The other tip for better composition is the rule of thirds. Essentially, the rule of thirds states that your subject should take up 2/3 of the space within the frame of your photograph. If you divide your photo into thirds (in your mind through the viewfinder or digital screen of your camera), place your subject in two thirds of that space, leaving blank space in the other third. This helps create visual interest and balance. This tip is tricky to employ when you’re first getting started, but will come naturally with practice. You can see both my examples above use the 2/3 rule. There is a wealth of knowledge on the rule of thirds available on the internet. A quick Google search will be very fruitful if you’re interested in learning more.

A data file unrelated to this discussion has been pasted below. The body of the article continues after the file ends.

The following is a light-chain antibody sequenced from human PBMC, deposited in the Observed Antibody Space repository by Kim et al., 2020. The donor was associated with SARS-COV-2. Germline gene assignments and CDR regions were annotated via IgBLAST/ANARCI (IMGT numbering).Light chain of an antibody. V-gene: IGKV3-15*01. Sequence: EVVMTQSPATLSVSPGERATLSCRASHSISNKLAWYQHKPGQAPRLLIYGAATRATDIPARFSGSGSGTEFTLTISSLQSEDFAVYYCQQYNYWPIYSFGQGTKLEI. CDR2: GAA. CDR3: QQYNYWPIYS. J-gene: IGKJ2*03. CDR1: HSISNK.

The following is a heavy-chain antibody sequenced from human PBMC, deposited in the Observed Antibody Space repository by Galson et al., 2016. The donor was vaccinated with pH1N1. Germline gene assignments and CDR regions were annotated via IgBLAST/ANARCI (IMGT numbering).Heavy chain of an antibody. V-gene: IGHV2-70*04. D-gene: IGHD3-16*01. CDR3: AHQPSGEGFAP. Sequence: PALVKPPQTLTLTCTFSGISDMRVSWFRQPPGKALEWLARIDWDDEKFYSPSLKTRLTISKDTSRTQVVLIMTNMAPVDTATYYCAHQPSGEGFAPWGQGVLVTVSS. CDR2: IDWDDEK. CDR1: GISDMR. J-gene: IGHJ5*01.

Hire a photographer
Ok, so maybe this isn’t exactly a photography tip, but it’s certainly relevant. With enthusiasm and practice anyone can get better at taking photos, but most small business owners simply don’t have the time to keep up. Paying a photographer to photograph your product is investing in your business. High quality photo assets are vital in today’s digital world and they can help you stand out from competitors in a crowded marketplace. If you realize the importance of high quality photographs for your brand or business, but don’t have the time to make it happen on your own, reach out! I’d love to help define your visual brand.
3 Basic Steps for Better Food Photos
Guest post by John Robson, John Robson Photography